Kids aren’t free: the child maintenance arrangements of single parents on benefit in 2012
Published on 1 June 2013
Gingerbread, in partnership with NatCen and Bryson Purdon Social Research, looked at child maintenance arrangements among low income single parent families (those receiving out-of-work benefits in 2012) – assessing their impact, longevity and likely impact of reforms.
- In 2012, child maintenance lifted one in five single parents on the lowest incomes who received child maintenance out of poverty
- Before changes to allow receiving parents to keep their child maintenance, rather than treat it as income for benefits means-testing, the maximum that parents receiving maintenance could be better off was £10 a week; by 2012, the average amount of maintenance received by single parents receiving benefits was £23 a week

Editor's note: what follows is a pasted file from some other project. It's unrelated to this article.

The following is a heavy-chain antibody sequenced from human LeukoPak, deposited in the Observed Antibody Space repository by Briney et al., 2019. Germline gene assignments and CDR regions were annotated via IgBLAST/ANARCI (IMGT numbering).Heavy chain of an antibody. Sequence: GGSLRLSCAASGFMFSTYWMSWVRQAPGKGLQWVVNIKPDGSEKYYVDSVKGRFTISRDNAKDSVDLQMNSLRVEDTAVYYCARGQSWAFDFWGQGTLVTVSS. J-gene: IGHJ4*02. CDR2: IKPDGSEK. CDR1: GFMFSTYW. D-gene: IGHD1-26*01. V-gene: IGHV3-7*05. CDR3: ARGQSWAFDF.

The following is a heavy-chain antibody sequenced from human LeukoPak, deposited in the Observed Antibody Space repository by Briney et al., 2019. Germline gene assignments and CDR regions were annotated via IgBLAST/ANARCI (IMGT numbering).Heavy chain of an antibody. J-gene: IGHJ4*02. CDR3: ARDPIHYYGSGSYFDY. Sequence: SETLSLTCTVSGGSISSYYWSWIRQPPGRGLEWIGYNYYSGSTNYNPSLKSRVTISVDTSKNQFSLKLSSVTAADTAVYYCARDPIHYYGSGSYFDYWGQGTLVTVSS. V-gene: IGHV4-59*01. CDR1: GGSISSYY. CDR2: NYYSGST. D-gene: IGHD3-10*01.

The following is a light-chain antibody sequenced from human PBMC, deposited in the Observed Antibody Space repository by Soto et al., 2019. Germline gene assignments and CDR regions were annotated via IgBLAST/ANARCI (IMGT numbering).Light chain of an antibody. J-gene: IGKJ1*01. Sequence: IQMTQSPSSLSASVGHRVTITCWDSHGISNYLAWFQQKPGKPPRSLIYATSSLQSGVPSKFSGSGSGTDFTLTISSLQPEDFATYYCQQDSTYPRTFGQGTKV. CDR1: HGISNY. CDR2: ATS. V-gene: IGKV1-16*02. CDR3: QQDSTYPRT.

- Private arrangements (or ‘family-based arrangements’) seem difficult to sustain over time – although four in ten (40 per cent) single parents on benefit had or had tried to make a private arrangement at some point, half had since moved to a CSA arrangement or none at all
- Reforms to the statutory child maintenance system risk making parents poorer – either because they will have to pay fees to use the new system, or because they give up on child maintenance altogether
- More active engagement and tailored support is needed to encourage making maintenance arrangements, involving both parents.